Jose Aguiluz, DACA holder, operating room nurse, Maryland Responds Medical Reserve Corps volunteer, and CASA member (Washington, DC) said, “After nine years as an operating room nurse, I’ve seen that my patients don’t care about my immigration status; they just care about the high-quality care I provide as a health professional. Now, I’m conducting coronavirus testing at a drive-in clinic in Maryland. An unfavorable decision means taking me and how many more like me off the frontlines. That reckless behavior endangers people’s lives, especially now during this pandemic.”
Ali Jacknoon, TPS Holder and driver who delivers meals to the needy and COVID+ (Washington, DC) said, “If the upcoming TPS and DACA court decisions are not in our favor, it is possible that hundreds of thousands TPS and DACA holders will lose status during this global pandemic. This will add to the millions of unemployed people who cannot care for their families. We do not need that right now. I hope that Congress will consider us and our families as they work on the next COVID bill. I hope they automatically extend our status so that we can focus on doing our part in supporting our communities during this crisis.”
Karen Reyes, DACA Holder and Special Education Teacher (Austin, TX) said, “I’m a Special Education teacher who has the privilege of teaching deaf and hard of hearing kindergartners. I’m one of the almost 15,000 teachers who are DACA recipients. We represent just part of the over 200,000 DACA recipients and other undocumented people working on the essential jobs to keep our country fed, safe, educated, and healthy, during this pandemic. We shouldn’t be making life harder, or adding more anxiety in this moment. That’s why it’s imperative that Congress automatically extend employment authorizations of DACA and TPS recipients. Congress must also ensure all people, regardless of immigration status, have access to vital health care testing and treatment, and financial assistance in the next COVID-19 relief legislation.”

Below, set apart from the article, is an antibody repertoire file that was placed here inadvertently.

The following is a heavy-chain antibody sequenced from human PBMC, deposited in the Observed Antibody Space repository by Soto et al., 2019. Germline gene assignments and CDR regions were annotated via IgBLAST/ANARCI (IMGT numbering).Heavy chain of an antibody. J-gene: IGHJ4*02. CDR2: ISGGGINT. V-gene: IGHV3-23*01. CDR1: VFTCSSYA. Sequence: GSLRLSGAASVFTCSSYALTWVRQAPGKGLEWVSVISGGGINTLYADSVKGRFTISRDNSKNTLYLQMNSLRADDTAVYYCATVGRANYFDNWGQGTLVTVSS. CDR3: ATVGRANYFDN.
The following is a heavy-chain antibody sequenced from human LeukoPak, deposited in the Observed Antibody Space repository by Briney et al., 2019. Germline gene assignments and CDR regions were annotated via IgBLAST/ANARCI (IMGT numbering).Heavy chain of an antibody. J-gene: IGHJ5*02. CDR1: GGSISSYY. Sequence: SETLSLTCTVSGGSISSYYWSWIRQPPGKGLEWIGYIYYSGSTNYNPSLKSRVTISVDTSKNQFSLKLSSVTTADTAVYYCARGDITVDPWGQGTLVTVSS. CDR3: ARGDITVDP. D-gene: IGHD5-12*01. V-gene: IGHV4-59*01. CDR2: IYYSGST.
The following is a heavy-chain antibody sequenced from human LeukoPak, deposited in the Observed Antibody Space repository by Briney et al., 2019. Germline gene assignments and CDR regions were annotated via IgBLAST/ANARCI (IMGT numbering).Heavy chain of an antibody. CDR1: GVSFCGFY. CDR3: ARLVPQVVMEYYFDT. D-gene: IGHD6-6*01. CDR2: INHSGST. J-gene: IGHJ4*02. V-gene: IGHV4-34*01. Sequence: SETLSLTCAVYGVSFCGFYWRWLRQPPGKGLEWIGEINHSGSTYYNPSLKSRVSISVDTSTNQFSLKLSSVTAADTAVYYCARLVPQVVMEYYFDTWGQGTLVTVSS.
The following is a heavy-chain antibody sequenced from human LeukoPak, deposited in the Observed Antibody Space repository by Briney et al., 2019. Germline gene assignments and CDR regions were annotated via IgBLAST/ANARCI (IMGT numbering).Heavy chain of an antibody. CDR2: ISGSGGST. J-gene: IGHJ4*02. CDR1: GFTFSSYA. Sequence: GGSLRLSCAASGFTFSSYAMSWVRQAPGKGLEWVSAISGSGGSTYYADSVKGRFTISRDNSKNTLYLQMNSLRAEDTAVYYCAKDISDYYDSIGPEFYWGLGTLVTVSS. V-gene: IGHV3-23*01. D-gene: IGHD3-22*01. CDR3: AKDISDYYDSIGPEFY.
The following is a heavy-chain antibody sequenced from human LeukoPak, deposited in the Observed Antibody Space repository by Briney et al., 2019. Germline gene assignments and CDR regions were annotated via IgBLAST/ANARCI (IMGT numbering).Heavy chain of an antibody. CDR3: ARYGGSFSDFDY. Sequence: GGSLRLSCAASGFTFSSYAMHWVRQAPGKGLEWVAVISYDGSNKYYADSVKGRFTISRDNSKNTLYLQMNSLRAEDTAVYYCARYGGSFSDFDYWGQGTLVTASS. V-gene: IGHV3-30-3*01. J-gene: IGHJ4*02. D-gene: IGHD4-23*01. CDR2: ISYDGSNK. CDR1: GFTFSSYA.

Denisse Rojas, fourth-year medical student at the Icahn School of Medicine at Mount Sinai in New York City, MPP candidate at Harvard University and co-founder of Pre-Health Dreamers said, “My DACA expires in May 2021, the same month I finish my medical degree. If the Supreme Court allows the Trump Administration to end DACA, it would put my career as an emergency room physician at a stall, while also jeopardizing the futures of 30,000 healthcare professionals with DACA status who are tending to patients in need. I know I can continue to serve my community in this crisis as a medical professional, and that is what I intend to keep doing for the time being. While I am working hard on the frontlines, I urge lawmakers to have compassion and end our fears that we face every single day worrying if today is the day that our country will deport us.”